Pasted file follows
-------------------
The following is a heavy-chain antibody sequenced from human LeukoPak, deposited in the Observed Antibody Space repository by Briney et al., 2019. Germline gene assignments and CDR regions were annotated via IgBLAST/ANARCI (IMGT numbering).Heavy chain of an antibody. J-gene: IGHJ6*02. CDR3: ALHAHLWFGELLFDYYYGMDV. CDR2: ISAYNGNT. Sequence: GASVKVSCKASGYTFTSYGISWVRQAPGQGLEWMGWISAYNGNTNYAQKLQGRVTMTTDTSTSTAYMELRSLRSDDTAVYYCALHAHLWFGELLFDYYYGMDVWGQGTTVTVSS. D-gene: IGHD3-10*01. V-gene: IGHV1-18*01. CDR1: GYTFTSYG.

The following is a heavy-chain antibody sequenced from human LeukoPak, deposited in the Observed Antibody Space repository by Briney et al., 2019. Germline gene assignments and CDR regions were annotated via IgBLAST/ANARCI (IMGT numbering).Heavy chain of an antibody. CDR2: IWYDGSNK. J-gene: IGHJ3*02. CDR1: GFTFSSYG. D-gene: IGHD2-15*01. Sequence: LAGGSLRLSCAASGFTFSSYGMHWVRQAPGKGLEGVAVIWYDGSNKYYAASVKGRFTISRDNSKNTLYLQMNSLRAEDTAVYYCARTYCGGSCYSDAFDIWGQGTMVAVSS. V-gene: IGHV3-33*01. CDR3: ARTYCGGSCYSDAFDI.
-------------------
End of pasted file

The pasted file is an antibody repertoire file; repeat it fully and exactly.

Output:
The following is a heavy-chain antibody sequenced from human LeukoPak, deposited in the Observed Antibody Space repository by Briney et al., 2019. Germline gene assignments and CDR regions were annotated via IgBLAST/ANARCI (IMGT numbering).Heavy chain of an antibody. J-gene: IGHJ6*02. CDR3: ALHAHLWFGELLFDYYYGMDV. CDR2: ISAYNGNT. Sequence: GASVKVSCKASGYTFTSYGISWVRQAPGQGLEWMGWISAYNGNTNYAQKLQGRVTMTTDTSTSTAYMELRSLRSDDTAVYYCALHAHLWFGELLFDYYYGMDVWGQGTTVTVSS. D-gene: IGHD3-10*01. V-gene: IGHV1-18*01. CDR1: GYTFTSYG.

The following is a heavy-chain antibody sequenced from human LeukoPak, deposited in the Observed Antibody Space repository by Briney et al., 2019. Germline gene assignments and CDR regions were annotated via IgBLAST/ANARCI (IMGT numbering).Heavy chain of an antibody. CDR2: IWYDGSNK. J-gene: IGHJ3*02. CDR1: GFTFSSYG. D-gene: IGHD2-15*01. Sequence: LAGGSLRLSCAASGFTFSSYGMHWVRQAPGKGLEGVAVIWYDGSNKYYAASVKGRFTISRDNSKNTLYLQMNSLRAEDTAVYYCARTYCGGSCYSDAFDIWGQGTMVAVSS. V-gene: IGHV3-33*01. CDR3: ARTYCGGSCYSDAFDI.